Biases are present in placebo-controlled trials of both homoeopathy and conventional medicine. When account was taken for these biases in the analysis, there was weak evidence for a specific effect of homoeopathic remedies, but strong evidence for specific effects of conventional interventions. This finding is compatible with the notion that the clinical effects of homoeopathy are placebo effects.
Homeopathy: Meta-Analyses of Pooled Clinical Data
Research Unit, Södertälje Hospital, Södertälje, b Department of Anesthesiology, Linköping University, Linköping, Sweden
Forsch Komplementmed 2013;20:376–381
Note from Dr. Mirman: This is the article explaining the shortcomings of the Lancet study (see above). Make sure to read the entire article, and more than once. The author explains how so-called scientists manipulate data to prove their own point of view. Unless you are a statistician, this is not easy to grasp, but it is very important to understand.
In the first decade of the evidence-based era, which began in the mid-1990s, meta-analyses were used to scrutinize homeopathy for evidence of beneficial effects in medical conditions. In this review, meta-analyses including pooled data from placebo-controlled clinical trials of homeopathy and the aftermath in the form of debate articles were analyzed. In 1997 Klaus Linde and co-workers identified 89 clinical trials that showed an overall odds ratio of 2.45 in favor of homeopathy over placebo. There was a trend toward smaller benefit from studies of the highest quality, but the 10 trials with the highest Jadad score still showed homeopathy had a statistically significant effect. These results challenged academics to perform alternative analyses that, to demonstrate the lack of effect, relied on extensive exclusion of studies, often to the degree that conclusions were based on only 5-10% of the material, or on virtual data. The ultimate argument against homeopathy is the ‘funnel plot’ published by Aijing Shang’s research group in 2005. However, the funnel plot is flawed when applied to a mixture of diseases, because studies with expected strong treatments effects are, for ethical reasons, powered lower than studies with expected weak or unclear treatment effects. To conclude that homeopathy lacks clinical effect, more than 90% of the available clinical trials had to be disregarded. Alternatively, flawed statistical methods had to be applied. Future meta-analyses should focus on the use of homeopathy in specific diseases or groups of diseases instead of pooling data from all clinical trials.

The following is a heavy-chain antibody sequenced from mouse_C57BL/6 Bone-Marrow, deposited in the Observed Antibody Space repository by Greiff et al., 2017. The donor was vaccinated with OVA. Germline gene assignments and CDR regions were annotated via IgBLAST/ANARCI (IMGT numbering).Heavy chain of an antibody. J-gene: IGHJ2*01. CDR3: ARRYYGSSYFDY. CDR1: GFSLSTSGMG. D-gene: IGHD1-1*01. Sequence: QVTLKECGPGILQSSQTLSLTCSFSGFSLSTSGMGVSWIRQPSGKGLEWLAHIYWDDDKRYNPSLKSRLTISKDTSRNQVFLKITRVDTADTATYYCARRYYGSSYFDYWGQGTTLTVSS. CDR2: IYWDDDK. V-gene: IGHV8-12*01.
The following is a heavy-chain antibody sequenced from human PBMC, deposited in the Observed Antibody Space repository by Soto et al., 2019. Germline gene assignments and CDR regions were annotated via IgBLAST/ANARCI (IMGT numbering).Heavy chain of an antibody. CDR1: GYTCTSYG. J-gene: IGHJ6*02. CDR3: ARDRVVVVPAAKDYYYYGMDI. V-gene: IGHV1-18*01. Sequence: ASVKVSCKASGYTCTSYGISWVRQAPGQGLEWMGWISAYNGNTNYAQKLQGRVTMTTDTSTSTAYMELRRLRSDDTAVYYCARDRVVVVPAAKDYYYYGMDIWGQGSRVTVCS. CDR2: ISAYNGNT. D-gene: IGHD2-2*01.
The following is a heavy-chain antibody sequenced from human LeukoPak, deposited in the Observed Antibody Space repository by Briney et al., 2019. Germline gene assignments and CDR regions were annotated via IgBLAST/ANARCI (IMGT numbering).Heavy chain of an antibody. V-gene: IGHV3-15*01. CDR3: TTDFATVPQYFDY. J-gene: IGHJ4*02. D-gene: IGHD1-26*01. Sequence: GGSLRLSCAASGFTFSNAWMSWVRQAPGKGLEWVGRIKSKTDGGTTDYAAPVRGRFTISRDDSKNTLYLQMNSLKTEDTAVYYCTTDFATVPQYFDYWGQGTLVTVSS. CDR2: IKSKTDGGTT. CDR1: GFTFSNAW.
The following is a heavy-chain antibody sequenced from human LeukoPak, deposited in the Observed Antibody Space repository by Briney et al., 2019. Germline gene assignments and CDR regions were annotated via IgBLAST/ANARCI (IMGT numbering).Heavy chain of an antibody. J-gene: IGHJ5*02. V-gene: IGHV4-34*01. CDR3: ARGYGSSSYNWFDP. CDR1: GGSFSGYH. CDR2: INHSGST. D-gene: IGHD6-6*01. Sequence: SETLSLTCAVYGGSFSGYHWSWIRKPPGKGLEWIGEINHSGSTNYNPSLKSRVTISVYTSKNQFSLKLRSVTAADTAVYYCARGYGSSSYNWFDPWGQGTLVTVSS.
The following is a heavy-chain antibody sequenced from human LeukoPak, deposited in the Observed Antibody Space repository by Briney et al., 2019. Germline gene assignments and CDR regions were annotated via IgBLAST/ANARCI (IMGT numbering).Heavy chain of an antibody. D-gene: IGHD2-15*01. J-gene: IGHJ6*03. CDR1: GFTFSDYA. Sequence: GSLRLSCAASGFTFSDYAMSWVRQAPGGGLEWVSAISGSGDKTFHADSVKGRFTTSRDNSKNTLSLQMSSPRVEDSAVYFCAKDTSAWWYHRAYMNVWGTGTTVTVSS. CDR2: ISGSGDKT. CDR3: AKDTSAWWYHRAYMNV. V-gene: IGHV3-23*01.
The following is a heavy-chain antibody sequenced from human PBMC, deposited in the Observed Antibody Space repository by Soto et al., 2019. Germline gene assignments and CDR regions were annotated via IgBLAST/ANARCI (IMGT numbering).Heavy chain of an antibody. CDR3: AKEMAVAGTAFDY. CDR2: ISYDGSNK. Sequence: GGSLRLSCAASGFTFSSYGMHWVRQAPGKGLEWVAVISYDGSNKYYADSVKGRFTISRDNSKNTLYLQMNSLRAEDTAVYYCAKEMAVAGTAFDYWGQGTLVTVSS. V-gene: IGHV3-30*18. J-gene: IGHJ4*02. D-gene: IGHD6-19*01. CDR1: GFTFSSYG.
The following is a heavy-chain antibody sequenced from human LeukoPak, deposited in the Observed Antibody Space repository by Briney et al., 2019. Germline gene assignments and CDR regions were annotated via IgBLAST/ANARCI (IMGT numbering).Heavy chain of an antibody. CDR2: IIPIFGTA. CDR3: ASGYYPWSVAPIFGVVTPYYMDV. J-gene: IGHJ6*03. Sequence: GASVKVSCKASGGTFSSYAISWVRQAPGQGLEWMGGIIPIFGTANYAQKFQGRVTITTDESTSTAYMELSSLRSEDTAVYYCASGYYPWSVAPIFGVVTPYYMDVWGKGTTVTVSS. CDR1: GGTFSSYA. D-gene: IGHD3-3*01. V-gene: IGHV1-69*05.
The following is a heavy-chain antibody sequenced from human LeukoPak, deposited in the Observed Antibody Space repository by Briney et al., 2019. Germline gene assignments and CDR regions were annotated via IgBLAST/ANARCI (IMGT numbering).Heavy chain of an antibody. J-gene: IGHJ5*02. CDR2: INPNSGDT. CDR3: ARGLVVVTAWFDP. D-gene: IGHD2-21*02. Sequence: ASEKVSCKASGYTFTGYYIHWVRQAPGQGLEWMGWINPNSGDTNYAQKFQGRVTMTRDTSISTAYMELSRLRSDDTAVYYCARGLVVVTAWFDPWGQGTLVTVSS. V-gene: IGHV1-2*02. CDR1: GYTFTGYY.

Potentized estrogen in homeopathic treatment of endometriosis-associated pelvic pain: A 24-week, randomized, double-blind, placebo-controlled study
Marcus Zulian Teixeira, Sérgio Podgaec, Edmund Chada Baracat
European Journal of Obstetrics and Gynecology and Reproductive Biology
Apr. 2017, Volume 211, Pages 48–55
To evaluate the efficacy and safety of potentized estrogen compared to placebo in homeopathic treatment of endometriosis-associated pelvic pain (EAPP).
The present was a 24-week, randomized, double-blind, placebo-controlled trial that included 50 women aged 18–45 years old with diagnosis of deeply infiltrating endometriosis based on magnetic resonance imaging or transvaginal ultrasound after bowel preparation, and score ≥ 5 on a visual analogue scale (VAS: range 0 to 10) for endometriosis-associated pelvic pain. Potentized estrogen (12cH, 18cH and 24cH) or placebo was administered twice daily per oral route. The primary outcome measure was change in the severity of EAPP global and partial scores (VAS) from baseline to week 24, determined as the difference in the mean score of five modalities of chronic pelvic pain (dysmenorrhea, deep dyspareunia, non-cyclic pelvic pain, cyclic bowel pain and/or cyclic urinary pain). The secondary outcome measures were mean score difference for quality of life assessed with SF-36 Health Survey Questionnaire, depression symptoms on Beck Depression Inventory (BDI), and anxiety symptoms on Beck Anxiety Inventory (BAI).
The EAPP global score (VAS: range 0 to 50) decreased by 12.82 (P < 0.001) in the group treated with potentized estrogen from baseline to week 24. Group that used potentized estrogen also exhibited partial score (VAS: range 0 to 10) reduction in three EAPP modalities: dysmenorrhea (3.28; P < 0.001), non-cyclic pelvic pain (2.71; P = 0.009), and cyclic bowel pain (3.40; P < 0.001). Placebo group did not show any significant changes in EAPP global or partial scores. In addition, the potentized estrogen group showed significant improvement in three of eight SF-36 domains (bodily pain, vitality and mental health) and depression symptoms (BDI). Placebo group showed no significant improvement in this regard. These results demonstrate superiority of potentized estrogen over placebo. Few adverse events were associated with potentized estrogen.
Potentized estrogen (12cH, 18cH and 24cH) at a dose of 3 drops twice daily for 24 weeks was significantly more effective than placebo for reducing endometriosis-associated pelvic pain.